Verified Carbon Standard (VERRA, 2012, 2013) Uses CARB's definition (see below). Soil C is not included; changes in soil C pool considered de minimis as a result of rotation extension.
California Air Resources Board (CARB, 2015) In this protocol, IFM is defined as forest management activities that increase C stocks on forested land relative to baseline levels of C stocks. Eligible management activities include (but are not limited to):
  • increasing the overall age of the forest by increasing rotation ages
  • increasing the forest productivity by thinning diseased and suppressed trees
  • managing competing brush and short-lived forest species
  • increasing the stocking of trees on understocked areas
  • maintaining stocks at a high level
In addition, all forest projects are required to establish and/or maintain forest types that are native to the project area.
Below-ground biomass C (tree) is included. Soil C is included if (1) site preparation activities involve deep ripping, furrowing, or ploughing where soil disturbance exceeds 25% of the project area over the project life, or (2) mechanical site preparation activities are not conducted on contours. No crediting of increased soil C is allowed, however.
American Carbon Registry (ACR, 2018, 2019) IFM is defined as activities to reduce greenhouse gas (GHG) emissions and/or enhance GHG removals, implemented on lands designated, sanctioned or approved for forest management (e.g.,production of sawtimber, pulpwood and fuelwood).Eligible IFM project activities include:
  • conversion from conventional logging to reduced impact logging
  • conversion of managed forests to protected forests (“stop logging”)
  • extending rotation lengths in managed forest
  • conversion of low-productive forests to high-productive forests
  • increasing forest productivity by thinning diseased or suppressed trees
  • managing competing brush and short-lived forest species
  • increasing the stocking of trees on understocked areas (including lands not historically managed as forest but meeting the applicable “forest” definition due to percent tree cover or other factors)

Below-ground biomass C (tree) included.

Soil C is not included, considered de minimis (i.e. below the threshold of 3% of the final calculation of emission reductions or removals) and is assumed not to change significantly as a result of IFM activities.

Climate Action Reserve (CAR, 2019) Uses CARBs definition (see above), and in addition, IFM includes:
  • growing older forests
  • stocking improvement
  • retention of the best-growing trees
  • avoiding damage to retained trees at harvest

Below-ground biomass C (tree) included.

CAR follows CARBs guidance on soil disturbance (see above). Soil C is assumed not to change significantly as a result of most IFM activities. However, all IFM projects must use standardized guidance to account for potential soil C emissions (i.e. losses) associated with management activities.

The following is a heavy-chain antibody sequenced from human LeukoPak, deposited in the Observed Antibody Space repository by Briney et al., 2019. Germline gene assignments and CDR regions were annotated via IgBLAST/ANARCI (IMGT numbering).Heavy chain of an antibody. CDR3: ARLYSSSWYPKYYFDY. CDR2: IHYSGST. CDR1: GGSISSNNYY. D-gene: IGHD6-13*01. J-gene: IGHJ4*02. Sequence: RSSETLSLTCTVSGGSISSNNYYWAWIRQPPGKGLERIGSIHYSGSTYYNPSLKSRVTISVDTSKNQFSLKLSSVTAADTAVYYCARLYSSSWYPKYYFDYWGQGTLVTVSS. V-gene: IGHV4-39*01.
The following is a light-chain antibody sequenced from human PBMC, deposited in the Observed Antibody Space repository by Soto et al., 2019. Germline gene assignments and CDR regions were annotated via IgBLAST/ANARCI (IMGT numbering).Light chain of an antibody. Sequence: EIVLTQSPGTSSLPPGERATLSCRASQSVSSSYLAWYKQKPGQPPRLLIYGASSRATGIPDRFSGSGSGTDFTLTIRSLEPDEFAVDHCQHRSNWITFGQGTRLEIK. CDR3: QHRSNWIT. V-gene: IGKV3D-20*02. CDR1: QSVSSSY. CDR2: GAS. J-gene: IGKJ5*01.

Publication Definition of IFM Below-ground or soil C included?
Miller et al. (2014) IFM methods include extending harvest/rotations, minimizing disturbances to forest floor, stocking of long-lived/climate-adaptive tree species and natural disturbance risk management. No
Griscom et al. (2017) Natural forest management includes improved plantations, and IFM methods highlighted include:
  • extension of harvest cycles
  • reduced-impact logging
  • shifting production from native forests to plantations
Below-ground (tree) biomass is considered, total ecosystem C pool estimates assume no change in soil C under natural forest management.
Fargione et al. (2018). IFM includes both natural forest management and improved plantations. The maximum mitigation potential proposed is reached by halting harvesting in natural forests (i.e., on lands under uneven-aged and/or less intensive management) until the stand reaches its biological optimum rotation length. Below-ground biomass C (tree) included, total ecosystem C pool estimates for IFM assume little or no change in soil C as result of IFM practices.
TABLE 4. Definition of improved forest management proposed by this synthesis
Proposed definition Silvicultural management practices
Improved forest management (IFM) IFM encompasses a range of silvicultural management actions that incorporate above- and below-ground biomass C components, as well soil C stocks. Extended rotations
Thinning for stand improvement and fuel management
Promoting uneven-aged forest management (including partial harvesting)
Facilitating stand re-establishment/regeneration and seedling survival
Avoiding logging damage to remaining trees
Species selection: retaining native species, and if possible, diversifying species in stand